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Posts tagged with this author are either entirely or partially reported by the staff at WBEZ. If possible, the specific staff member who reported each story will be listed within the body of each corresponding post.

School Illustration
Illustration by Rici Hoffarth | St. Louis Public Radio

Illinois' legislative leaders have reached a tentative agreement in the state's school funding fight, they said Thursday afternoon, but added that the details are still being worked out. 

The state has missed two payments to public schools since Gov. Bruce Rauner used an amendatory veto on the original school funding plan, which was meant to be more equitable. 

The Illinois State Capitol.
J. Stephen Conn | Flickr

Even though the Illinois House overrode Republican Gov. Bruce Rauner’s budget veto Thursday — leading to a budget for the first time in more than two years — the state’s schools may still be in a pickle.

The language of the legislation could effectively block schools from getting state funding because, while it appropriates money, there’s currently no legal roadmap for doling out the money.

Susannah Lohr | St. Louis Public Radio

Gov. Bruce Rauner delivered his third budget address Wednesday at the Illinois State Capitol in Springfield. There has been no state budget since July 2015. 

Reporters and editors from WBEZ, WTTW, and NPR Illinois annotated Rauner's address with fact-checks and analysis. 

The Illinois State Capitol in Springfield.
File photo | Seth Perlman | Associated Press

Illinois Governor Bruce Rauner delivered his State of the State address Wednesday and said he was optimistic about Illinois’ future despite the historic budget impasse that has dragged on for more than a year.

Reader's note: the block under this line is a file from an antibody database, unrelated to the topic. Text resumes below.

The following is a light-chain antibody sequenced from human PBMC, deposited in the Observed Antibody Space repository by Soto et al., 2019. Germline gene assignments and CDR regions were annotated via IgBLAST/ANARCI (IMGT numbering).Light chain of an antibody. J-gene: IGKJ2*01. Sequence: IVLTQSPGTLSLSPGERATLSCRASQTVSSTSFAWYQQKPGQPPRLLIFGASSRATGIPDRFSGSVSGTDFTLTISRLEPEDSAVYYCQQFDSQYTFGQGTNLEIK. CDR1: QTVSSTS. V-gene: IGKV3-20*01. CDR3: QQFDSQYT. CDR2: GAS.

(Flickr/Charleston's TheDigitel)

Illinois Gov. Pat Quinn’s proposal to give Illinois homeowners’ a guaranteed $500 property tax refund could leave most renters out in the cold, according to tax experts and renters’ rights groups.

Remko van Dokkum | Flickr

Tony Arnold contributed reporting from Chicago.

Some Illinois residents trying to sign up for health insurance through the new exchange program yesterday ran  into technical glitches.

Consumers reported waits of 20 minutes or more on the hotline, or errors while trying to access the website.

Gov. Pat Quinn called the glitches an expected part of rolling out a new program this large.

Flickr/Jason Dunnivant

Updated 4:25 p.m. with vote results  

Parents of two Sandy Hook elementary students killed by a Connecticut gunman last fall testified in favor of limiting high-capacity ammunition magazines in Illinois.

The Illinois Senate's Executive Committee voted 12-3 Monday to advance legislation banning magazines that hold more than 10 rounds.

Flickr/Jason Dunnivant

A new report shows nearly a quarter of Illinois' state spending plan for next year will go toward pension payments. The Illinois State House and the State Senate have so far disagreed on the best way to address the worst-funded pension system in the country.

Laurence Msall is with the Civic Federation - a budget watchdog group. He says the state used to spend about 7 percent of its budget on retirement benefits. Now it's closer to 25 percent.

"It effectively means that all new revenue, in order to keep up with that growth, has to go into the pension system," Msall said.

(Sean Powers/WILL)

Updated: 3:46 p.m., 5:54 p.m.

Republican Senator Mark Kirk of Illinois has released a statement today in support of same-sex marriage.

On his website, Kirk says "life comes down to who you love and who loves you back:"

When I climbed the Capitol steps in January, I promised myself that I would return to the Senate with an open mind and greater respect for others.

 

(UPI/Bill Greenblatt)

You'll also be able to hear the address in its entirety with analysis tonight on St. Louis Public Radio at 90.7 FM or online, beginning at 7 p.m. Join us!

Updated 3:43 p.m. with reporting from WBEZ's Tony Arnold.

Many Republicans are criticizing Illinois Governor Pat Quinn’s State of the State Address as being too vague.

Today Quinn outlined his priorities for the upcoming year - including raising the minimum wage and banning high capacity guns.

Wikimedia Commons

Reporting by WBEZ's Tony Arnold.